English R1B

Reading and Composition: Sorrow Songs: Aural Poetry in Nineteenth-Century America

Section Semester Instructor Time Location Course Areas
7 Fall 2014 Osborne, Gillian K.
TTh 3:30-5 225 Wheeler

Book List

Allen, Garrison, & Ware, eds.: Slave Songs of the United States: The Classic 1867 Anthology; Dale, Robert, Ed.: Changing is Not Vanishing: A Collection of Indian Poetry to 1930; Longfellow, Henry Wadsworth: The Song of Hiawatha and Other Poems; Whitman, Walt: The Complete Poems


In this introduction to college composition and research, we will develop skills of close-attention to literary texts and analytic argument through readings of songs, poems, and critical essays, and we will investigate how literary texts (or other objects of attention) invite compelling research questions. In particular, our readings will investigate the relationships between Native American and African American oral poetic traditions and dominant (printed and white) poetic practices of the period. Our conversations will be guided by such questions as: As these oral traditions began to be transcribed for the first time in the nineteenth-century, what poetic expectations shaped their transcriptions? What poetic traditions did Native American poets and black lyricists later draw on? How did they extend or subvert these traditions? What is the relationship between poetry and song? What made poetry such a successful cultural form in the nineteenth-century and what does it mean to study this form as history today? What does it mean to be an author? And what does it mean to read a text whose author, or authors, has been lost to history?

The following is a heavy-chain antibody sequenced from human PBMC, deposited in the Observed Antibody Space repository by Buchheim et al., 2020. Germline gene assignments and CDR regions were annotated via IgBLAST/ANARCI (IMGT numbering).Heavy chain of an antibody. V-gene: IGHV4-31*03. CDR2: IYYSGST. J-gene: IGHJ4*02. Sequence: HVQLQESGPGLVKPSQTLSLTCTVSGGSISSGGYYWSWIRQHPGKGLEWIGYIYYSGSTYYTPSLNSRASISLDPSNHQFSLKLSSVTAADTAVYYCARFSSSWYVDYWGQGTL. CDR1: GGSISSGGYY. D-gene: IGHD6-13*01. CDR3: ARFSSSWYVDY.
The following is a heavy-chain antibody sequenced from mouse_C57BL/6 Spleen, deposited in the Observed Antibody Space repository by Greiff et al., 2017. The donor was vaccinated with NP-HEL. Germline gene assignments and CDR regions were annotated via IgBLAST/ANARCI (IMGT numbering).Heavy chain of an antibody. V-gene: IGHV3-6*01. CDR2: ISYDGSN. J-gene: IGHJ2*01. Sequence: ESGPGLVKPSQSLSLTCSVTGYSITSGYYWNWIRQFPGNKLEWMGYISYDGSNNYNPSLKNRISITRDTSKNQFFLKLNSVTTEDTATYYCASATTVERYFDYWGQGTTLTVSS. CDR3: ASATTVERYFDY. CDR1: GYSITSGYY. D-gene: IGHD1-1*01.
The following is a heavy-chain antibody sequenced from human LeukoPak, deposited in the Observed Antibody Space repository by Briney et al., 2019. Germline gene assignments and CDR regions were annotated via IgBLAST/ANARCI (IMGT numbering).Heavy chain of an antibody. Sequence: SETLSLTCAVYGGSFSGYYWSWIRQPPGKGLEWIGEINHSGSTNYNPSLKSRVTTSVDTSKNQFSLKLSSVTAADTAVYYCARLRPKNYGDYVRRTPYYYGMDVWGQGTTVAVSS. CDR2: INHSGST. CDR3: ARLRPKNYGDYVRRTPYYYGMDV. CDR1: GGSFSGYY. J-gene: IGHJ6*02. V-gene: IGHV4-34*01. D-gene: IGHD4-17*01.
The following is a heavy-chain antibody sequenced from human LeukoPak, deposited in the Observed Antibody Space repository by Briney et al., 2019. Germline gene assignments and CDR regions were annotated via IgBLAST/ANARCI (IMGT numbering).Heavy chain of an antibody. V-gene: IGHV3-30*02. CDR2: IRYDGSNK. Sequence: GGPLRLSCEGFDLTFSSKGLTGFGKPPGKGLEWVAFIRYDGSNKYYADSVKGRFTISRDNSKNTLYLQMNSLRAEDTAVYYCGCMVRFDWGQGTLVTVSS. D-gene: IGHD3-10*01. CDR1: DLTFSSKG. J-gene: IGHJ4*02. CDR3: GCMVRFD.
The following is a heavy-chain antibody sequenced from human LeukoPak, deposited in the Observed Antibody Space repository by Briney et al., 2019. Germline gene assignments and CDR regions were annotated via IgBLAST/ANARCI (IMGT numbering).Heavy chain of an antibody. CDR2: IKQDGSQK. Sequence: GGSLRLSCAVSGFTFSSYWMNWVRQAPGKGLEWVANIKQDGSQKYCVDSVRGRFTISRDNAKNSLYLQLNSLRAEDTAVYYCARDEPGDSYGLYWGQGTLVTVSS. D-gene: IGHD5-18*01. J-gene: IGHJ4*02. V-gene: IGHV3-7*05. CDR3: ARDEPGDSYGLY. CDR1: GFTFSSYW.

Writing assingments will include a diagnostic essay, a brief "position" paper geared at developing an argument, and a longer research paper. Students will practice reading, argument founded in textual evidence, and developing essayistic structure and style through composition and revision of their own assignments and by responding to one another's work. During the second half of the semester, one session a week will be devoted entirely to locating and working with historical texts beyond our primary reading materials, and to developing library research skills.

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